Drug overdose dilemmas: Fewer fatalities — but more total overdoses and racial disparities 


June 10, 2024

Editor’s note: Don Mathis is a certified peer recovery specialist and certified community health worker at Voices of Hope Maryland. He is a former CHN board member.   

Update: Last week, the Department of Health and Human Services announced 10 new states will join the Certified Community Behavioral Health Clinic (CCBHC) Medicaid Demonstration Program: Alabama, Illinois, Indiana, Iowa, Kansas, Maine, New Hampshire, New Mexico, Rhode Island and Vermont. This program provides states with sustainable funding that helps them expand access to mental health and substance use treatment, supporting President Biden’s efforts to tackle the country’s mental health and addiction crises. 

By Don Mathis
In May, the Centers for Disease Control and Prevention reported that the number of fatal drug overdoses in 2023 showed a 3 percent decrease from 2022, from 111,029 to 107,543. That 3,486 fewer people died from overdoses is good news. 

But how good? Is this single statistic a sign of widespread success in our national efforts to reverse and reduce our drug epidemic? A recent New York Times article asked “Has fentanyl peaked?” Has it? Are there fewer fatal overdoses because people with substance use disorder are using less? 

At Voices of Hope Maryland, we’re encouraged that fatal ODs are decreasing,” Jennifer Tuerke, executive director at that recovery community organization, told me. “We know that in our communities, much of this is due to our pro-active use and distribution of Naloxone (brand name Narcan), the medicine that quickly reverses an opioid overdose. It’s important to remember that after a successful overdose reversal, the person needs a variety of treatment, harm reduction, recovery, and peer support services.”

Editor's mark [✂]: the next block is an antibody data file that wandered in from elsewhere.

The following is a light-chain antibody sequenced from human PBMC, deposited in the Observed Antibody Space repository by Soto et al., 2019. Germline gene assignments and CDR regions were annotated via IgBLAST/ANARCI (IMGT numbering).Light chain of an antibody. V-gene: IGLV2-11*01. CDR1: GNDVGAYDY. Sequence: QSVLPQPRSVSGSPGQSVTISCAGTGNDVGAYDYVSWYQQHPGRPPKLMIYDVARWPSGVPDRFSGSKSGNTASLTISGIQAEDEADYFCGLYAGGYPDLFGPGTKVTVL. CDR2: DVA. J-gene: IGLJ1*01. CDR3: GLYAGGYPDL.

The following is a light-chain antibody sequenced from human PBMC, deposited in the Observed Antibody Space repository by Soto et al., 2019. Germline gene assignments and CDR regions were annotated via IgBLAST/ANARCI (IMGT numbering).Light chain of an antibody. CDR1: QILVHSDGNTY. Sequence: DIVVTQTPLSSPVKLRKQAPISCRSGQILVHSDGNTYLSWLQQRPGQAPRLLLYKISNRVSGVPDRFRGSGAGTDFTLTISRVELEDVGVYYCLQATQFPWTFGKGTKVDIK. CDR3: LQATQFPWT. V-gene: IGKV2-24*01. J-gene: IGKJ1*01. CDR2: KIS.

Alice Bell, Overdose Prevention Project Director for Prevention Point Pittsburgh, notes that the small decrease in drug deaths was only seen among the White population. 

“Here is Pennsylvania, the rate of overdose deaths for Black people is more than twice the rate for White people and continues to increase,” Bell said in an email statement. “Increased access to Naloxone undoubtedly plays a role in the decrease in opioid overdose deaths, but a recent study shows that a Black person who overdoses in Pennsylvania is 40 percent to 50 percent less likely to receive life-saving naloxone than a White person.” 

“Before we cite the modest reduction in fatal overdoses as a victory in the ‘War on Drugs,'” added Jess Golembrosky, a certified peer recovery specialist with the Delaware Division of Substance Abuse and Mental Health, “It’s crucial that we expand harm reduction strategies considering the overdose rates in minority communities, the rise in poly-substance use and the increased rates of sexually-transmitted infections and hepatitis C. And yes, the need and demand for naloxone is state-wide in Delaware, from inner-city Wilmington to the rural farm areas and beach communities in Kent and Sussex counties.” 

What have we learned? We’ve learned that a focus on reducing fatal drug overdoses is necessary, but not sufficient as a sole benchmark for reducing substance use disorder. We’ve learned that a new initiative from the Biden-Harris administration, “White House Challenge to Save Lives from Overdose,” will increase training on and access to Naloxone and will save more lives. 

Yet, 20-years plus of research and program evaluation shows that a comprehensive plan for addressing substance use disorder and misuse has produced evidence as to which strategies work and which don’t. These analyses show that significant federal investments in the Department of Health and Human Services’ agencies like the Substance Abuse and Mental Health Services Administration and its initiatives like State Opioid Response Grants are essential. [Editor’s note: these programs are threatened because the amount of funding proposed by the House Appropriations Committee for the Departments of Labor, Health and Human Services and Education, which includes substance use treatment programs, would be cut by at least about 10 percent.] 

The scourge of drug addiction and the influx of new, more dangerous drugs is occurring in every state, in every Congressional district. Now is not the time to cut federal funding for drug programs. 

opioid crisis
Substance use disorder